Property > Property Law Keyed to Cribbet > Finding
Hannah v. Peel
Citation. K.B. 509 (King’s Bench 1945).
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Brief Fact Summary.
Plaintiff, who was a soldier staying in the house owned (but not occupied) by Defendant, found a brooch and then gave the brooch to the police who later, after not finding the rightful owner, gave the brooch to Defendant, who then sold the brooch.
Synopsis of Rule of Law.
Because Defendant was not physically present in the house at any time, Plaintiff’s find was defensible against all parties except the rightful owner.
Defendant owned a house, but did not occupy the house. Then, in October of 1939, the house was requisitioned by the government to house soldiers. Defendant was compensated with 250 pounds per month. Plaintiff was housed in the residence in 1940. During his stay he found a brooch. He then alerted Defendant of his find, and took the brooch to the police to find the rightful owner, receiving a receipt. Thereafter, in 1942, the rightful owner was still not located, and the police gave the brooch over to Defendant. Defendant sold the brooch for 66 pounds to a jeweler who resold the brooch for 88 pounds. Plaintiff, through counsel, demanded return of the brooch from Defendant, who refused. The Plaintiff sued claiming return of the brooch, or its value, and damages for its detention.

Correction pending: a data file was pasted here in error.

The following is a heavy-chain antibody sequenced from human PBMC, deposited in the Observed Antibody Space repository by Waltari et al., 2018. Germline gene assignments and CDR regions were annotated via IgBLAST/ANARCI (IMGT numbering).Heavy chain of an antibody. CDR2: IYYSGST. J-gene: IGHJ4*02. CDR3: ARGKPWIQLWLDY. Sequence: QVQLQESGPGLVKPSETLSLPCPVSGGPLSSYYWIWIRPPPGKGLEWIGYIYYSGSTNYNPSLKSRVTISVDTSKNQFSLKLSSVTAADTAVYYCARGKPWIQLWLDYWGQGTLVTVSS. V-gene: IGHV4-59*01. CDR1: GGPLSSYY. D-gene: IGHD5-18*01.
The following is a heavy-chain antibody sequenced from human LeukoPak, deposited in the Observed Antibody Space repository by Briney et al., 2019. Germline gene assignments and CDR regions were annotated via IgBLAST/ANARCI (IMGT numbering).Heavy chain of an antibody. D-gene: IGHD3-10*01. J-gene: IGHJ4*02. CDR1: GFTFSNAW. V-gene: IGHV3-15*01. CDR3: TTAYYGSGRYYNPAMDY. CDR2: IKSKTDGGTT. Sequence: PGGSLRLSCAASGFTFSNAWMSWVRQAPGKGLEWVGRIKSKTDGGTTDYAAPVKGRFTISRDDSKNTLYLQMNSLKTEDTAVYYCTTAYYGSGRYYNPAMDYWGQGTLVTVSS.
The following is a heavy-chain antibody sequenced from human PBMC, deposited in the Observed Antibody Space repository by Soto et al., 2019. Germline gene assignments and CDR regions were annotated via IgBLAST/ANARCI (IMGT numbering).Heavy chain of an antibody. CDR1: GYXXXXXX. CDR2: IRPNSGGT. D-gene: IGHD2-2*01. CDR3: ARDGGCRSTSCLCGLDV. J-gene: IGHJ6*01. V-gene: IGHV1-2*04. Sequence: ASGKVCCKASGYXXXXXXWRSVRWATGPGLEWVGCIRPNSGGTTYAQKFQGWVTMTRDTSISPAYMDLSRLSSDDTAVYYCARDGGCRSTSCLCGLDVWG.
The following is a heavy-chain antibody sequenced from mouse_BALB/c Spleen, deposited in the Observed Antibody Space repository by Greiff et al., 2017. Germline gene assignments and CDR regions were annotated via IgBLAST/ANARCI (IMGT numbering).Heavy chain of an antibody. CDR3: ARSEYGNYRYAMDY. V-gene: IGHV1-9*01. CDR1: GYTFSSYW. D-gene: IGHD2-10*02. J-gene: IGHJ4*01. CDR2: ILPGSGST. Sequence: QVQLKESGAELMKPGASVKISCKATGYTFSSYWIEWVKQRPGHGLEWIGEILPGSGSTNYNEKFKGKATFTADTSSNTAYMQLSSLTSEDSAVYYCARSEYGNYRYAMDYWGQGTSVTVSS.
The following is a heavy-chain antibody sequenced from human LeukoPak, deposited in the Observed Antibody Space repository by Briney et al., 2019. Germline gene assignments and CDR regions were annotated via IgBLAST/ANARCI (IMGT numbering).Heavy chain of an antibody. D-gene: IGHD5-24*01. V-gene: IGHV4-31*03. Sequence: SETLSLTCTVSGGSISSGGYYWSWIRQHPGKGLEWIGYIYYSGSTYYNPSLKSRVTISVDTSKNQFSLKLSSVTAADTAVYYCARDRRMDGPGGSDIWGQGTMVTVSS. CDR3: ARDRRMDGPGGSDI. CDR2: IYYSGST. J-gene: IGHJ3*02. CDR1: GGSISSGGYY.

Does Plaintiff have a claim of right for finding the brooch against Defendant, who owned the house where the brooch was found but did not ever occupy the house?
Yes. Plaintiff is awarded 66 pounds for the brooch.
The Court must decide between two rules of law, the first being expressed in the case of South Staffordshire Water Co. v. Sharman, infra, which states that if a person finds an object while employed by the property owner he finds the object for the property owner and not for himself, so long as the property owner exercises control over the property. In this case the Court declined to apply this rule because Defendant never actually occupied the house and Defendant does not have an absolute right of ownership of all items found loose upon his property.
The other rule of law is found in Bridges v. Hawkesworth, infra, which the Court decides to follow in the case at bar. The Defendant had never occupied the house and could not have a right of prior possession in the brooch. The conduct of Plaintiff was commendable in this case.
The brooch was “lost” as the word is commonly understood and Plaintiff “found” the brooch as finding is commonly understood. Further, the rightful owner of the brooch has never been located, and that Defendant was notified when the brooch was found. The Court decides that the rule of Bridges v. Hawkesworth, infra, is applicable and that the judgment should be for Plaintiff for 66 pounds.
The key factor here was that Defendant never resided in the house, but was still afforded an opportunity to claim the brooch by Plaintiff. Also, note that Plaintiff did not trespass in order to find the brooch.